preposition

noun
prep·​o·​si·​tion | \ˌpre-pə-ˈzi-shən \

Definition of preposition 

: a function word that typically combines with a noun phrase to form a phrase which usually expresses a modification or predication

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Other Words from preposition

prepositional \ˌpre-​pə-​ˈzish-​nəl, ˌpre-​pə-​ˈzi-​shə-​nᵊl \ adjective
prepositionally adverb

What is a preposition?

Prepositions show direction, location, or time, or introduce an object. They are usually followed by an object—a noun, noun phrase, or pronoun. The most common prepositions are little and very common:

at, by, for, from, in, of, on, to, with

Also common are:

about, above, across, after, against, along, among, around, because of, before, behind, below, beneath, beside, between, close to, down, during, except, inside, instead of, into, like, near, off, on top of, onto, out of, outside, over, past, since, through, toward, under, until, up, upon, within, without

Prepositions typically show how the noun, noun phrase, or pronoun is related to another word in the sentence.

a friend of mine

the dress with the stripes

hit by a ball

no one except me

Prepositions with their objects form prepositional phrases. A preposition may appear at the end of a sentence or clause, but only when its object comes earlier. Contrary to what some may say, there is nothing ungrammatical about such structures.

Was he the man you worked with?

That isn't what a hammer is for.

It's the chair you're sitting on.

She just needs someone to talk to.

Many prepositions (such as past, under, off, along, and on) may also act as adverbs. A few (including before, after, for, and since) may act as conjunctions (words that join together other words or groups of words).

Examples of preposition in a Sentence

The preposition “on” in “The keys are on the table” shows location. The preposition “in” in “The movie starts in one hour” shows time.

Recent Examples on the Web

And in that case, Mr. Garner said, some words should still remain lowercase, including: articles (a, an, the); conjunctions (and, or, but) and prepositions with fewer than four letters (of, by, to, for). Sarah Mervosh, New York Times, "Trump Uses Random Uppercase Letters, but Should You? An Issue of Capital Importance," 4 July 2018 The misinterpretation on which the s’mores story hinges is hiding in the humble preposition with. Ben Zimmer, The Atlantic, "How Computers Parse the Ambiguity of Everyday Language," 27 June 2018 Analytical thinking—which correlates with frequent use of nouns, articles, and prepositions—seems to peak early in the day, along with an increased concern with things like power and achievement. Robbie Gonzalez, WIRED, "Twitter Users Are Analytical in the Morning, Angsty at Night," 22 June 2018 Garner’s Modern American Usage is concerned only whether the preposition with the verb should be with or against. John E. Mcintyre, baltimoresun.com, "A bogus rule collides with the English language," 1 May 2018 That’s an awful lot of territory for one preposition to cover. Mark Feeney, BostonGlobe.com, "Here, there, and pretty much everywhere," 24 Apr. 2018 The key is to personalize an individual’s education, even in preschool: If someone is a whiz at differential calculus but can’t discern between her pronouns and her prepositions, maybe moving her out of the 11th grade entirely isn’t the best move. Chris Weller, Newsweek, "America Hates Its Gifted Kids," 16 Jan. 2014 An ISIS English language workbook used the positioning of military vehicles to teach the use of prepositions and illustrations of bombs to how to read the time. Saphora Smith, NBC News, "Generation ISIS: When Children Are Taught to Be Terrorists," 21 Oct. 2017 The umpire replied that someone wearing the Yankee pinstripes should know not to end a sentence with a preposition. Sam Mellinger, kansascity.com, "From the archives: One heartbreak, many joys for Steve Palermo," 14 May 2017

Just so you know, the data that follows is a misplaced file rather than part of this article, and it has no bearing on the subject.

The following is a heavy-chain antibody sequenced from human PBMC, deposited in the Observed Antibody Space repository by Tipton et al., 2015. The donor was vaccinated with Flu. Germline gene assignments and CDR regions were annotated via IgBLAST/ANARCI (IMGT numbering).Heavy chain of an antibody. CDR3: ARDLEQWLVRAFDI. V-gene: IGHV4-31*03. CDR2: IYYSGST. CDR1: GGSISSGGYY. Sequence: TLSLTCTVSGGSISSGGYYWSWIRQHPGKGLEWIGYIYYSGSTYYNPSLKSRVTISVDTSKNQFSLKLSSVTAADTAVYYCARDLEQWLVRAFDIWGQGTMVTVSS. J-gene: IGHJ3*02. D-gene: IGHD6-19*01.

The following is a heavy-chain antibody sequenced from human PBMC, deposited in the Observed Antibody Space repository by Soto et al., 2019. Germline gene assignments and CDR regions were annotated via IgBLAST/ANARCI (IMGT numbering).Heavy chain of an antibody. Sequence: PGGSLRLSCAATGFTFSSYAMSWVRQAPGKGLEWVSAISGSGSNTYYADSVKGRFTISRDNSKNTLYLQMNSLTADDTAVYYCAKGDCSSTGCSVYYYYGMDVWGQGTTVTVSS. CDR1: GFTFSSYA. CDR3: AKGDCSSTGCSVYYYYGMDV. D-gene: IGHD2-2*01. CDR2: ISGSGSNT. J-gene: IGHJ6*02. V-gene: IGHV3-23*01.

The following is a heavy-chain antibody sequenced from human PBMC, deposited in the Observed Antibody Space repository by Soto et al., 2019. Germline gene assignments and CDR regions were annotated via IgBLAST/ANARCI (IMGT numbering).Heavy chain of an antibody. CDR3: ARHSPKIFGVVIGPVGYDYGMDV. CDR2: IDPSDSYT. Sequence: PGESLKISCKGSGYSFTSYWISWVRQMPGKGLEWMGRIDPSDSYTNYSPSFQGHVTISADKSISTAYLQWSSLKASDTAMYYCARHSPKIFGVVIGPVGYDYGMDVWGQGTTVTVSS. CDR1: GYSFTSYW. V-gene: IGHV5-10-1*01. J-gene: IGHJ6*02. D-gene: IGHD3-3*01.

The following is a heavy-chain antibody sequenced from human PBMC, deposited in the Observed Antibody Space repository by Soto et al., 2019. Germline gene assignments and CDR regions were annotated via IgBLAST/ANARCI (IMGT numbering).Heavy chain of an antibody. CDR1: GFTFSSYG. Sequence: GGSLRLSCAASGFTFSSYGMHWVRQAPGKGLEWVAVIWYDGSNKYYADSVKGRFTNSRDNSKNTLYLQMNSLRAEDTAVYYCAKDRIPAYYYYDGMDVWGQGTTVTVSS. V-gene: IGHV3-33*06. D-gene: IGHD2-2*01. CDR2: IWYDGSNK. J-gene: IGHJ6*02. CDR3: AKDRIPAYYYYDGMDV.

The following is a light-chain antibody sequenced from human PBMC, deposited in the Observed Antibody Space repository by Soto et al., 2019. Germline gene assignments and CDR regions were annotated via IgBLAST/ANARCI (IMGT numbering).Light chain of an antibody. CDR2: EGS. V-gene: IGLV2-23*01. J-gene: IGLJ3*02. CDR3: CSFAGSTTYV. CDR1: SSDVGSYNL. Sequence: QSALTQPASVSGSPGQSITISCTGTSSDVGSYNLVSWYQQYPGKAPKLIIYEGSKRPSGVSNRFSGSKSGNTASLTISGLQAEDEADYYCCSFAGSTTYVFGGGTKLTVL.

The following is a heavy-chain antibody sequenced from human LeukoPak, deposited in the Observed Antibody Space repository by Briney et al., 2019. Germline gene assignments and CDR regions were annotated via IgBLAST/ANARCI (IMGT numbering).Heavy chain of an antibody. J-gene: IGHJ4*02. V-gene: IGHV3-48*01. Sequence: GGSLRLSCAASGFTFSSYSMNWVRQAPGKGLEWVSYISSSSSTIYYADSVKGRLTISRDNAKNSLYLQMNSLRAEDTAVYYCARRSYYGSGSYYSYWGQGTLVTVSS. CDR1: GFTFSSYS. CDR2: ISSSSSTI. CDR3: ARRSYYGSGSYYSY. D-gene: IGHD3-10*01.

These example sentences are selected automatically from various online news sources to reflect current usage of the word 'preposition.' Views expressed in the examples do not represent the opinion of Merriam-Webster or its editors. Send us feedback.

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First Known Use of preposition

14th century, in the meaning defined above

History and Etymology for preposition

Middle English preposicioun, from Anglo-French preposicion, from Latin praeposition-, praepositio, from praeponere to put in front, from prae- pre- + ponere to put — more at position

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Time Traveler for preposition

The first known use of preposition was in the 14th century

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More Definitions for preposition

preposition

noun

English Language Learners Definition of preposition

grammar : a word or group of words that is used with a noun, pronoun, or noun phrase to show direction, location, or time, or to introduce an object

preposition

noun
prep·​o·​si·​tion | \ˌpre-pə-ˈzi-shən \

Kids Definition of preposition

: a word or group of words that combines with a noun or pronoun to form a phrase that usually acts as an adverb, adjective, or noun “With” in “the house with the red door” is a preposition.

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More from Merriam-Webster on preposition

Rhyming Dictionary: Words that rhyme with preposition

Spanish Central: Translation of preposition

Nglish: Translation of preposition for Spanish Speakers

Comments on preposition

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